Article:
The weather is more like Summer, the water is warming, and the bugs are hatching. The Hendrickson hatch is the first big mayfly hatch of the year. It has been going strong on the Au Sable River for a few weeks. Typically that is as long as this holds on for. That been said, there are many other aquatic insects hatching to entice the fish to rise to the surface and eat.
hatch throughout the East and Midwestern states. This hatch marks the beginning of dry fly fishing. The Hendrickson hatch typically starts some time around traditional Trout Opener (the last Saturday in April). Some years it can be a few days earlier and some years the bugs don't start hatching until a few days into May. This year we had bugs on opener. Regardless of when the bugs start hatching, it takes the trout a few days of bug activity to knock off the cobwebs from a winter of not feeding on the surface. For many of these fish it has literally been 8 to 10 months since they have eaten a bug off the surface. These mayflies are large and fish haven't seen anything this size hatching for a long time. With that in mind, it can make all sizes of fish rise with disregard to their surroundings. Now, don't get me wrong if you wade or anchor too close it will spook them. If you slap the water with a cast or put the fly line over them with a cast a few feet too long, it can also put these fish down. This hatch being the first consistent dry fly action of the Spring/Summer brings many anglers to the river to enjoy the resource.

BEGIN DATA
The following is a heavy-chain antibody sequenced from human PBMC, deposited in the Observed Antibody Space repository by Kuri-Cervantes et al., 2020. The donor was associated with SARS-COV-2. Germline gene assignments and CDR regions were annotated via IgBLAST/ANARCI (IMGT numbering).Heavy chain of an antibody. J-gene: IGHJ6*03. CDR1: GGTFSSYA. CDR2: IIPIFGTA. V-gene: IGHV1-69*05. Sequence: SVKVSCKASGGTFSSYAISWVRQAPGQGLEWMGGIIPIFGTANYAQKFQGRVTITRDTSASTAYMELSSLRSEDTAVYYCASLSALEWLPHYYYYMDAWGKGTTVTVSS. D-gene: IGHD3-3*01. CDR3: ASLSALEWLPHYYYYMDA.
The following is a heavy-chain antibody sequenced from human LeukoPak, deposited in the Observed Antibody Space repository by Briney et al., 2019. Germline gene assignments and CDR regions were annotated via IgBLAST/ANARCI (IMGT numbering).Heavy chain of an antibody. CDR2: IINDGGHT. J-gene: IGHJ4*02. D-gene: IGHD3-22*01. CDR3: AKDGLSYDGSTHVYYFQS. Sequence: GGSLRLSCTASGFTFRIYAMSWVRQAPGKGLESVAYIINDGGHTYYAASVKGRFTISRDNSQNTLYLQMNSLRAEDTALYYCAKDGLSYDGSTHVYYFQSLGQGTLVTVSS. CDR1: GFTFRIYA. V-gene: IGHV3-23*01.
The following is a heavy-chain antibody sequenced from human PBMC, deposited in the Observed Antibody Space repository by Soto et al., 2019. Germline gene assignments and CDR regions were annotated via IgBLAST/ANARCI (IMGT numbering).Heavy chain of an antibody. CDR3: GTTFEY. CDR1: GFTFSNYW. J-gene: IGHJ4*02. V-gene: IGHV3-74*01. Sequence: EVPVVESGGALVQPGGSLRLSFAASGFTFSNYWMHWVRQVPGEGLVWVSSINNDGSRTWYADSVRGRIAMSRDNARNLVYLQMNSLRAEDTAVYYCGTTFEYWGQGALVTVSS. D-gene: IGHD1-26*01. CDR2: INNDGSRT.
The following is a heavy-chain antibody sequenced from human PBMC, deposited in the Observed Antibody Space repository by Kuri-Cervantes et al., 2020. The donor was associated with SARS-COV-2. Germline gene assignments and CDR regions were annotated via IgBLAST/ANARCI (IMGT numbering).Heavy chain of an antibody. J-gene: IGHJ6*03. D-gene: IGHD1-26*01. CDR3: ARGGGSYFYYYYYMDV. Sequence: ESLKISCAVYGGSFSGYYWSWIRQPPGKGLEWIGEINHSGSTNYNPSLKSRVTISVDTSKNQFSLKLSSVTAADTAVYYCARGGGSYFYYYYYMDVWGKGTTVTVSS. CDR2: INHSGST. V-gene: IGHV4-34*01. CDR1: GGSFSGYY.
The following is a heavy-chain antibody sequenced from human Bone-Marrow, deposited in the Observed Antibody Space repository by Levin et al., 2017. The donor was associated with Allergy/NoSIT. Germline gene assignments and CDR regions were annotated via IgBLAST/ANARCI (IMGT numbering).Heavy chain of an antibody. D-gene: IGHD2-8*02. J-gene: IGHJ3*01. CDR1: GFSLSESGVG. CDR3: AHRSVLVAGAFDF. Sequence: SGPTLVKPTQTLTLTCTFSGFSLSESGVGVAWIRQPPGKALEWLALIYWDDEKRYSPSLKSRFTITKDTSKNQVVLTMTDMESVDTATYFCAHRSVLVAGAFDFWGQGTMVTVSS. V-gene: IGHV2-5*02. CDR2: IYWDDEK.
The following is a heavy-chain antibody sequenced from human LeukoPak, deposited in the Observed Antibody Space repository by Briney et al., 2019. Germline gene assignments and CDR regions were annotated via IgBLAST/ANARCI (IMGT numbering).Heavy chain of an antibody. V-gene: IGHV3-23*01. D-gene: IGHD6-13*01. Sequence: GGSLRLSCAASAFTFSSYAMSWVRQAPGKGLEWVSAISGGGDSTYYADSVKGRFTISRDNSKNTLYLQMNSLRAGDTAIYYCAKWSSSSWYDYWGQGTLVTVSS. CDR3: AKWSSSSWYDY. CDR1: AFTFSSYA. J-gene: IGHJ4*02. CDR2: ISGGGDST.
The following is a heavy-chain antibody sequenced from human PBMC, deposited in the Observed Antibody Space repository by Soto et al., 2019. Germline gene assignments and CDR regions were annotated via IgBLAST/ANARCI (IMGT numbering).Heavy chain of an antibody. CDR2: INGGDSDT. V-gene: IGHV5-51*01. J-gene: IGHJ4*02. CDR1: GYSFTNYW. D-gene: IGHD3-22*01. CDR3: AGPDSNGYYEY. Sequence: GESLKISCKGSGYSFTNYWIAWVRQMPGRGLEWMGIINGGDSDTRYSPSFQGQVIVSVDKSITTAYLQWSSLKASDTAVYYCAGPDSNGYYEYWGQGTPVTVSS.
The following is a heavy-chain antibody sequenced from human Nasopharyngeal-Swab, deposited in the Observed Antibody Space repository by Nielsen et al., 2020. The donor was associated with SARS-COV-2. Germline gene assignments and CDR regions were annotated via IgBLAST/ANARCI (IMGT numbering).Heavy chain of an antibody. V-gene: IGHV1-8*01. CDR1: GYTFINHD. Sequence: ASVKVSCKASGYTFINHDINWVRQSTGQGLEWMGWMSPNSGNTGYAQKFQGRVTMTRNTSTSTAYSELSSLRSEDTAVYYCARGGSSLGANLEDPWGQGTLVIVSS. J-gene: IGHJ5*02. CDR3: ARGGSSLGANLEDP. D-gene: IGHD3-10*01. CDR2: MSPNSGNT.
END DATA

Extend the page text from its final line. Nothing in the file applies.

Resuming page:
The Hendrickson hatch is winding down, but that does not mean there isn't great fishing on our Midwest streams. Once the Hendrickson start to hatch it opens up the flood gates for the other hatches of Summer to start. We have been seeing a plethora of bugs on the water, including: large stoneflies, Mahoganies, BWO's, Dark and Light Hendricksons, among others. These bugs be joined by Sulphurs, March Browns, Light Cahills in the late weeks of May. During June there are many great insects on the menu for these trout, Isonychia bicolor (Iso's), Brown Drakes, and Hex just to name a few. The latter three are the big three of June that bring fish to the surface. Brown Drakes will hatch sometime in the range of the first 12-15 days of June. Hexes will typically hatch starting in the last ten days of June up North. Hatch activity is not easy to pinpoint on a calendar. Anglers from all of the country try to plan vacation to Michigan rivers for the Hex hatch in Late June to early July. They look at the Calendar and use whatever resources and knowledge they can tap into to predict the hatch. But like anything all these hatches happen on their own time.
The best thing to do is plan a trip to the "North Woods", lean on some local knowledge from a guide or the local fly shop, be prepared with a large variety of flies, and HOPE that the stars align.
I will be guiding dry fly fishing trips throughout May and the first two weeks of June 2016. At which time I will be making my annual pilgrimage to the runoff of the Southern Rocky Mountains in Vail, CO.
If you would like to book a Trout Fishing Trip in the next few weeks feel free to call or email for open dates to secure your reservation. If I am not available there are many guides and local fly shops that may have guides available that I would be more than happy to set you up with. If you would like to book a Hex trip after I have left for CO, I can knock on some doors and get you on the water with a great guide.
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